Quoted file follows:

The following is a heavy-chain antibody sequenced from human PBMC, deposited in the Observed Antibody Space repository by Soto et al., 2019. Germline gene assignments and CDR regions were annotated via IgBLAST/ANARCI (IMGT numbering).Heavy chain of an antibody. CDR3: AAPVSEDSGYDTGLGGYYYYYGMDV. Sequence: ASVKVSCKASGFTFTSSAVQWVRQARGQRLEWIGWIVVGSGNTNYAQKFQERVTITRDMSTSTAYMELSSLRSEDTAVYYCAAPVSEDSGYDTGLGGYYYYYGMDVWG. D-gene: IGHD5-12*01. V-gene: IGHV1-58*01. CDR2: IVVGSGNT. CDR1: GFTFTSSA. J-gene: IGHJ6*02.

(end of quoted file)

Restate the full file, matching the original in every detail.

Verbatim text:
The following is a heavy-chain antibody sequenced from human PBMC, deposited in the Observed Antibody Space repository by Soto et al., 2019. Germline gene assignments and CDR regions were annotated via IgBLAST/ANARCI (IMGT numbering).Heavy chain of an antibody. CDR3: AAPVSEDSGYDTGLGGYYYYYGMDV. Sequence: ASVKVSCKASGFTFTSSAVQWVRQARGQRLEWIGWIVVGSGNTNYAQKFQERVTITRDMSTSTAYMELSSLRSEDTAVYYCAAPVSEDSGYDTGLGGYYYYYGMDVWG. D-gene: IGHD5-12*01. V-gene: IGHV1-58*01. CDR2: IVVGSGNT. CDR1: GFTFTSSA. J-gene: IGHJ6*02.